Specialist accountancy firm ExpatTaxes has outlined 15 steps to take that could help you in escaping the clutches of the ATO. Most of them pertain to making every effort to ditch your old life in Australia and any skerrick that you might return soon. Make tracks to set up your new life in your new country, such as rental agreements, drivers licence, enrolling kids in school and so on. Have a Simpsons GIF...
Source: Dead Homer Society
Savings.com.au's two cents
Wow, take a deep breath if you’ve made it this far. Often when faced with moving overseas, people are giddy and anxious about what they have to do once they land. Find a home, get a new drivers licence, set up a bank account and new phone plan, and so on. However, it’s dealing with your old life in Australia that’s often the bigger headache.
If you’re just going overseas for a shorter period (say, under five years), it’s probably easier to stay an Australian resident for tax purposes, and hang on to some financial ties to the homeland. If you’re young and single with not too many Australian investments, it likely won’t be that difficult to move overseas.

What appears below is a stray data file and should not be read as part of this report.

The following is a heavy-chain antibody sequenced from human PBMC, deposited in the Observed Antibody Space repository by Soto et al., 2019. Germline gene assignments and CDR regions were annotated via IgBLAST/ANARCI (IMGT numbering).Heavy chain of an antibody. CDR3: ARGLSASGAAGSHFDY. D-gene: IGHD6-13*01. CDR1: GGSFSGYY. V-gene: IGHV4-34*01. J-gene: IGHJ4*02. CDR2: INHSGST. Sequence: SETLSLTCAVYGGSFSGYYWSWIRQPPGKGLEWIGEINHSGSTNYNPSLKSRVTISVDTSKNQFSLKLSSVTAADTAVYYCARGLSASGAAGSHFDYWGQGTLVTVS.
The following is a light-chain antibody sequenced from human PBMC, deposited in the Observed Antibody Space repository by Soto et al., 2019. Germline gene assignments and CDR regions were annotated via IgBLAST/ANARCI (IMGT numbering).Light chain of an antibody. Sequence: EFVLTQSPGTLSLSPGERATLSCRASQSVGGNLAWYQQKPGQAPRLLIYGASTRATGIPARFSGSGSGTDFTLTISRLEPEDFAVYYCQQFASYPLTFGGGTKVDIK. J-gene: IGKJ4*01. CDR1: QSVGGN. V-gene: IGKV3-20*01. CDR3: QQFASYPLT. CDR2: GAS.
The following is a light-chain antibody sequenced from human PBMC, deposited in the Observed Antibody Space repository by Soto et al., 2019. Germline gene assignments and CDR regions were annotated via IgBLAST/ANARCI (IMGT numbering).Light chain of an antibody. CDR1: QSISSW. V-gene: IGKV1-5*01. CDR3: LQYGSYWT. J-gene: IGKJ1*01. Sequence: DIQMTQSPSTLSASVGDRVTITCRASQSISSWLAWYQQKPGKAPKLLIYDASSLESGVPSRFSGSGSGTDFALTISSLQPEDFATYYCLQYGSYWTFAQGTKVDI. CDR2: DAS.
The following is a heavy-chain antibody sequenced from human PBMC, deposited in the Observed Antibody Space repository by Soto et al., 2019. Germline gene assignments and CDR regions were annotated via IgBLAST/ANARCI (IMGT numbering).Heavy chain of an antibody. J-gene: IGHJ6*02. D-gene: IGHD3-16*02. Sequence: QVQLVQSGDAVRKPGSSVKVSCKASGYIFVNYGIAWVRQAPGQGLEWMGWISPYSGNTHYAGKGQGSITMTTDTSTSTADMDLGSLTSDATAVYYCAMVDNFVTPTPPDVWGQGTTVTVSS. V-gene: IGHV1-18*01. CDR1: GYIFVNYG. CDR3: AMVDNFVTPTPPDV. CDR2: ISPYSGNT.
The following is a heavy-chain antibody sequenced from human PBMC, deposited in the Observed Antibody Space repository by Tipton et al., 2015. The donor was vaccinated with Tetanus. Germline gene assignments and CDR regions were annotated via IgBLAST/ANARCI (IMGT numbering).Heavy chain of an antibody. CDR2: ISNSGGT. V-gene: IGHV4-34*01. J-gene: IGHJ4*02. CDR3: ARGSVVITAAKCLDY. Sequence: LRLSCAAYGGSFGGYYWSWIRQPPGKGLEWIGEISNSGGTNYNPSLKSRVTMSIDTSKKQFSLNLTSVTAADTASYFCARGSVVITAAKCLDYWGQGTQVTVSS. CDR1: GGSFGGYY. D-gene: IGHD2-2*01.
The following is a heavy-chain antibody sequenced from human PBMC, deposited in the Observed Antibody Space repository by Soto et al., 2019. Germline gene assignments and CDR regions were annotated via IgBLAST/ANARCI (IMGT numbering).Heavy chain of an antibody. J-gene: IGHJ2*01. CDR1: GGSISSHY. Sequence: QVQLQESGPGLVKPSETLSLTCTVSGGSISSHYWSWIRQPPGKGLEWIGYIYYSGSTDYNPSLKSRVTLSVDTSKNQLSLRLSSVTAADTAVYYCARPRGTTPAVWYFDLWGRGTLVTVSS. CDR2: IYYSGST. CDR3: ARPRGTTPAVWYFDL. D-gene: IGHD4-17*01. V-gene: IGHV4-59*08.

Arguably the most clingy area of finance is your superannuation. The Australian Tax Office also lurks around most corners, so you’ll want to be mindful of that. Additionally, if you’ve got a debt with the Australian Government, such as a uni debt, that will follow you around until paid off.
It takes significantly more running around to tie up loose ends if you intend on ditching Australian residency and if you have more complex financial arrangements in Australia. For longer stints overseas, it’s highly advisable to talk to an immigration lawyer, and an accountant, because you’ll need some panache and expertise to wade the muddy waters of the law and Australian Government. Bon voyage!